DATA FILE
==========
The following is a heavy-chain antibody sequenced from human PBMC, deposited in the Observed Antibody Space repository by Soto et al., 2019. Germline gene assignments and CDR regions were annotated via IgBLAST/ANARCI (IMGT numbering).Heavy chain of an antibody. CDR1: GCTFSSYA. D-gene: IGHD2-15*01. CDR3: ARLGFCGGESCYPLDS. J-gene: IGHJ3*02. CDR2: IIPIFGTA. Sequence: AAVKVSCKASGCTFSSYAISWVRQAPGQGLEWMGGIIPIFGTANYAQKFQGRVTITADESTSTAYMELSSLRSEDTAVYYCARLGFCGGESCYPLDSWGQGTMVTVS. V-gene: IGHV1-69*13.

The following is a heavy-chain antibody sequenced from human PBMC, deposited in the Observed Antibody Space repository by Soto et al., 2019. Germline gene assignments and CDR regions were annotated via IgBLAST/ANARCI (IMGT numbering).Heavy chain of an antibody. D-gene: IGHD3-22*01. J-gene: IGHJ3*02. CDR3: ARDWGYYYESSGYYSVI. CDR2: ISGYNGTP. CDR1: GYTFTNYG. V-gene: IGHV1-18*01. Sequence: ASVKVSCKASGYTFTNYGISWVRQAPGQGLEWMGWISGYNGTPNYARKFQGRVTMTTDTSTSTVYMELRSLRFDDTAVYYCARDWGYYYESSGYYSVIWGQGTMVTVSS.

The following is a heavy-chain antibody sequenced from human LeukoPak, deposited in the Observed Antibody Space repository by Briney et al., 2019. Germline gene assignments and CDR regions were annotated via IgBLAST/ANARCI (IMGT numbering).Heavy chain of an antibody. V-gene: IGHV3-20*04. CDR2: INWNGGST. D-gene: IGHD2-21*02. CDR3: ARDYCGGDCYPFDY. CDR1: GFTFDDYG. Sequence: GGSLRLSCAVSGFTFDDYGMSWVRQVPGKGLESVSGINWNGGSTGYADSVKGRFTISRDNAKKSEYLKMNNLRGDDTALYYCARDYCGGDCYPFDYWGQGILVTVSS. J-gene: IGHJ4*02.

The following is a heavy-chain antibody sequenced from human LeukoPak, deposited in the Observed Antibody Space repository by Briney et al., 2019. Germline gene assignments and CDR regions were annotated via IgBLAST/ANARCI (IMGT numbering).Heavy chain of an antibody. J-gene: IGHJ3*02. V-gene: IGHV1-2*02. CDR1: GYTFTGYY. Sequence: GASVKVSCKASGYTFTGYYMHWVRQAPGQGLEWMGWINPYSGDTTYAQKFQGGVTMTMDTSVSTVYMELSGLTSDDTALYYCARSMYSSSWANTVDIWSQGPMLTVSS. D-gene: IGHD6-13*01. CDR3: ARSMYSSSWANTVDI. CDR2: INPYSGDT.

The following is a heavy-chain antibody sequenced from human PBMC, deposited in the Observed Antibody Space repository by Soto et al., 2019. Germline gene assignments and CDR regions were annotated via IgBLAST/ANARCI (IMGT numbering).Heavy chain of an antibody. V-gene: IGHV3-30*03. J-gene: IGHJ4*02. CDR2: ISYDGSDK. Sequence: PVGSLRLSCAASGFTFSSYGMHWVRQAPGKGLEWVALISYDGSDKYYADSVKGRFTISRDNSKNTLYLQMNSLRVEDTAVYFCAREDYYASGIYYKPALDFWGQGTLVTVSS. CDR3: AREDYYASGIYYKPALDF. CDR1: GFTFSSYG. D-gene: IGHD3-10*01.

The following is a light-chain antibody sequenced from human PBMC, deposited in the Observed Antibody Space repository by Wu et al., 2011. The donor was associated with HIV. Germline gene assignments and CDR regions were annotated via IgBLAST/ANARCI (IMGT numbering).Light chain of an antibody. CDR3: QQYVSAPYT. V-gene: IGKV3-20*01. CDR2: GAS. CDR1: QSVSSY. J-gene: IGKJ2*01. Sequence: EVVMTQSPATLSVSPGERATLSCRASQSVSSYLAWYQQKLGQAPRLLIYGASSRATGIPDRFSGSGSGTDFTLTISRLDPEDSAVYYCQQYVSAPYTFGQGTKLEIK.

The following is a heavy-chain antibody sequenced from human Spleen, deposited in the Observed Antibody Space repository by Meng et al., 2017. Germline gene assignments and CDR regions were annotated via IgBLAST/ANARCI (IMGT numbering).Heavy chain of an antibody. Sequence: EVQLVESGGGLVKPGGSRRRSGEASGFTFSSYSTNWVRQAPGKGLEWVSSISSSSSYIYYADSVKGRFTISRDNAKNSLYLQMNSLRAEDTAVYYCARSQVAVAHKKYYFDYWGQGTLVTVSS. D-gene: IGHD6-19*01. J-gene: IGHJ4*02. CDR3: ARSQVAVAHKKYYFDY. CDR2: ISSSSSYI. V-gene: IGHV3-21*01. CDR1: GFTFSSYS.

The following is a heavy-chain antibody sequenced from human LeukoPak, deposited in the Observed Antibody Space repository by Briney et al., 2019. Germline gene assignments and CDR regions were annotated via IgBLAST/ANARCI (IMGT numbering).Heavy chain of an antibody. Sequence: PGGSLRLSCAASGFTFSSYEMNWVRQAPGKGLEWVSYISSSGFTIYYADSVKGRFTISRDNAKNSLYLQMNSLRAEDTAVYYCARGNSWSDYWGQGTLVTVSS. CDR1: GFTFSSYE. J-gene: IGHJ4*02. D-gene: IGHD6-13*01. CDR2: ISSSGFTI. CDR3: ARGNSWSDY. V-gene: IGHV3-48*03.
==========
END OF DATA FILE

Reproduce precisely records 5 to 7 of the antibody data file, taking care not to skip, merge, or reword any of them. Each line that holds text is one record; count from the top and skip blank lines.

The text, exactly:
The following is a heavy-chain antibody sequenced from human PBMC, deposited in the Observed Antibody Space repository by Soto et al., 2019. Germline gene assignments and CDR regions were annotated via IgBLAST/ANARCI (IMGT numbering).Heavy chain of an antibody. V-gene: IGHV3-30*03. J-gene: IGHJ4*02. CDR2: ISYDGSDK. Sequence: PVGSLRLSCAASGFTFSSYGMHWVRQAPGKGLEWVALISYDGSDKYYADSVKGRFTISRDNSKNTLYLQMNSLRVEDTAVYFCAREDYYASGIYYKPALDFWGQGTLVTVSS. CDR3: AREDYYASGIYYKPALDF. CDR1: GFTFSSYG. D-gene: IGHD3-10*01.

The following is a light-chain antibody sequenced from human PBMC, deposited in the Observed Antibody Space repository by Wu et al., 2011. The donor was associated with HIV. Germline gene assignments and CDR regions were annotated via IgBLAST/ANARCI (IMGT numbering).Light chain of an antibody. CDR3: QQYVSAPYT. V-gene: IGKV3-20*01. CDR2: GAS. CDR1: QSVSSY. J-gene: IGKJ2*01. Sequence: EVVMTQSPATLSVSPGERATLSCRASQSVSSYLAWYQQKLGQAPRLLIYGASSRATGIPDRFSGSGSGTDFTLTISRLDPEDSAVYYCQQYVSAPYTFGQGTKLEIK.

The following is a heavy-chain antibody sequenced from human Spleen, deposited in the Observed Antibody Space repository by Meng et al., 2017. Germline gene assignments and CDR regions were annotated via IgBLAST/ANARCI (IMGT numbering).Heavy chain of an antibody. Sequence: EVQLVESGGGLVKPGGSRRRSGEASGFTFSSYSTNWVRQAPGKGLEWVSSISSSSSYIYYADSVKGRFTISRDNAKNSLYLQMNSLRAEDTAVYYCARSQVAVAHKKYYFDYWGQGTLVTVSS. D-gene: IGHD6-19*01. J-gene: IGHJ4*02. CDR3: ARSQVAVAHKKYYFDY. CDR2: ISSSSSYI. V-gene: IGHV3-21*01. CDR1: GFTFSSYS.